Types of Insulin
Insulin is used to treat people who have diabetes. Each type of insulin acts over a specific amount of time. The amount of time can be affected by exercise, diet, illness, some medicines, stress, the dose, and where the insulin has been injected.
Insulin strength is usually U-100, or 100 units of insulin in one milliliter of fluid. Short-acting (regular) insulin is also available in U-500, or 500 units of insulin in one milliliter of fluid. This is five times more concentrated than U-100 regular insulin.
Insulin is made by different companies. Make sure you use the same type of insulin consistently.
Rapid-acting insulins work over a narrow, more predictable range of time. The insulin Humalog is a quick-acting insulin with a short length (duration) of action.
Rapid- and short-acting types of insulin take effect and wear off more quickly than long-acting insulins. The liquid insulins are clear and do not settle out when the bottle (vial) sits for a while. Rapid-acting insulin acts most like insulin produced by the human pancreas. It quickly drops the blood sugar level and works for a short time. If a rapid-acting insulin is used before dinner instead of a short-acting insulin, it may prevent severe drops in the blood sugar level in the middle of the night.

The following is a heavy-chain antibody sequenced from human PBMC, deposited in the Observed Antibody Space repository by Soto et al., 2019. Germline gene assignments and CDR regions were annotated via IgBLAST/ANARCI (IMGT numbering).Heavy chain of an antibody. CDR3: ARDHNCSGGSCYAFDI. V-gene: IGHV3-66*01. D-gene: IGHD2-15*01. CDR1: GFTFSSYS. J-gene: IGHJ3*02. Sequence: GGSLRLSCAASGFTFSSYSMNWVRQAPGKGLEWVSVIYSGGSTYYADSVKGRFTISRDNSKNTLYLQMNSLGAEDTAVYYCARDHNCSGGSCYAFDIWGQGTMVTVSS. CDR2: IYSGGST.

Intermediate- and long-acting types of insulin contain added substances (buffers) that make them work over a long time and may appear cloudy. When these types of insulin sit for even a few minutes, the buffered insulin settles to the bottom of the vial. But insulin glargine (Lantus) and insulin detemir (Levemir) are clear liquids, not cloudy.
Mixtures of insulin can sometimes be combined in the same syringe, for example, intermediate-acting and rapid- or short-acting insulin. Not all insulins can be mixed together.
For convenience, there are premixed rapid- and intermediate-acting insulin. The insulin will start to work as quickly as the fastest-acting insulin in the combination. It will peak when each type of insulin typically peaks, and it will last as long as the longest-acting insulin. Examples include:
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